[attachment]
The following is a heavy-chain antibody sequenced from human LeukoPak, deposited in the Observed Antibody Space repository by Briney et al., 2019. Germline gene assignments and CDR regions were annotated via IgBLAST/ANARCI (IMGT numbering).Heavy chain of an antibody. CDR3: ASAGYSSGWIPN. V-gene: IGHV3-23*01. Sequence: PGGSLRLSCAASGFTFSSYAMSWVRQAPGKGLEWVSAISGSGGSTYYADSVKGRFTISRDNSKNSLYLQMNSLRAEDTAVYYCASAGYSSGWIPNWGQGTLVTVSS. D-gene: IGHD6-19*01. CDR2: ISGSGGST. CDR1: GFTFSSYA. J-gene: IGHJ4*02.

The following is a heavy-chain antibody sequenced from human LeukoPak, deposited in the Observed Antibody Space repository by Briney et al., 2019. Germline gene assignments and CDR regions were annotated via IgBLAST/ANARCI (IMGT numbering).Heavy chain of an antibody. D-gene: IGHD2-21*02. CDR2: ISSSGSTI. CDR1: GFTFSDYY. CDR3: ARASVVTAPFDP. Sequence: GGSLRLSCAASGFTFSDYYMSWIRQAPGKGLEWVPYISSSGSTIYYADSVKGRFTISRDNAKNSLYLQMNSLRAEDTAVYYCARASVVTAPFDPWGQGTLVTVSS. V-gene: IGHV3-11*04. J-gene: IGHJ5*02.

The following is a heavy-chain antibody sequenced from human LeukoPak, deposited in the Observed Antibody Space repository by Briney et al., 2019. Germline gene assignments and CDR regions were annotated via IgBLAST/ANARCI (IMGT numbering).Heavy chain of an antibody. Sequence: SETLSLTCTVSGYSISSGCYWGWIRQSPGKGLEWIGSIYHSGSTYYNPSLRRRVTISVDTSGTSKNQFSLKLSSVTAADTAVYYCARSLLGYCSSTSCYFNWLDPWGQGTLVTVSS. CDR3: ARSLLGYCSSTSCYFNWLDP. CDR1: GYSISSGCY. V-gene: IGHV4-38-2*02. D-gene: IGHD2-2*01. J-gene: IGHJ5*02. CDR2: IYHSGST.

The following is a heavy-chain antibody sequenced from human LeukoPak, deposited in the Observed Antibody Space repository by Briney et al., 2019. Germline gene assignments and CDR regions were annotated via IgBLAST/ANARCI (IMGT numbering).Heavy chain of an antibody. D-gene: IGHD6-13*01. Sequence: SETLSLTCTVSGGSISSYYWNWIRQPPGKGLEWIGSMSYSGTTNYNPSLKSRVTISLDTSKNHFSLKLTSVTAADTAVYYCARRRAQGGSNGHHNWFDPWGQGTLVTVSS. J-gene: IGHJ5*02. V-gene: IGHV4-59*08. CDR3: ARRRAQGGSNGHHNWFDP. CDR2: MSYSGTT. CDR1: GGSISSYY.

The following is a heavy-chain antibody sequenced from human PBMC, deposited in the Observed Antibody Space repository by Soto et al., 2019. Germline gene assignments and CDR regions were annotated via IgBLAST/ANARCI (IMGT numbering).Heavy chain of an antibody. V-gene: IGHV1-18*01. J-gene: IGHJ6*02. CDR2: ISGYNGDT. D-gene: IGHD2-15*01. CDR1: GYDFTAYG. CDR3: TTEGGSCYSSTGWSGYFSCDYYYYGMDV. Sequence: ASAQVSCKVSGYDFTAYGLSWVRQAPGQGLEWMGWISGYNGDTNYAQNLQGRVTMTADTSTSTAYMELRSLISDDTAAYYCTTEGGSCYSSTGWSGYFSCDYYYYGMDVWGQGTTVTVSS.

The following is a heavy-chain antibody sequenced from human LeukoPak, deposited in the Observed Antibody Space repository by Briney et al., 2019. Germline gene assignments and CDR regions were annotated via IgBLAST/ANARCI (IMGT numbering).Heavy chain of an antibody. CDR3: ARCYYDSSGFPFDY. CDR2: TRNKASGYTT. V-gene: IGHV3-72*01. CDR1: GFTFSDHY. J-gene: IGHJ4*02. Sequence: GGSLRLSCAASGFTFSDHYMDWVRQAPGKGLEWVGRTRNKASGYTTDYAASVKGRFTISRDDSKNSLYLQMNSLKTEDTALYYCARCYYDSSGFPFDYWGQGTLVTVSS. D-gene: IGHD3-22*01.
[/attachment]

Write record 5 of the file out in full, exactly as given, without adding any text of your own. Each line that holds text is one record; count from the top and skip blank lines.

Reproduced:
The following is a heavy-chain antibody sequenced from human PBMC, deposited in the Observed Antibody Space repository by Soto et al., 2019. Germline gene assignments and CDR regions were annotated via IgBLAST/ANARCI (IMGT numbering).Heavy chain of an antibody. V-gene: IGHV1-18*01. J-gene: IGHJ6*02. CDR2: ISGYNGDT. D-gene: IGHD2-15*01. CDR1: GYDFTAYG. CDR3: TTEGGSCYSSTGWSGYFSCDYYYYGMDV. Sequence: ASAQVSCKVSGYDFTAYGLSWVRQAPGQGLEWMGWISGYNGDTNYAQNLQGRVTMTADTSTSTAYMELRSLISDDTAAYYCTTEGGSCYSSTGWSGYFSCDYYYYGMDVWGQGTTVTVSS.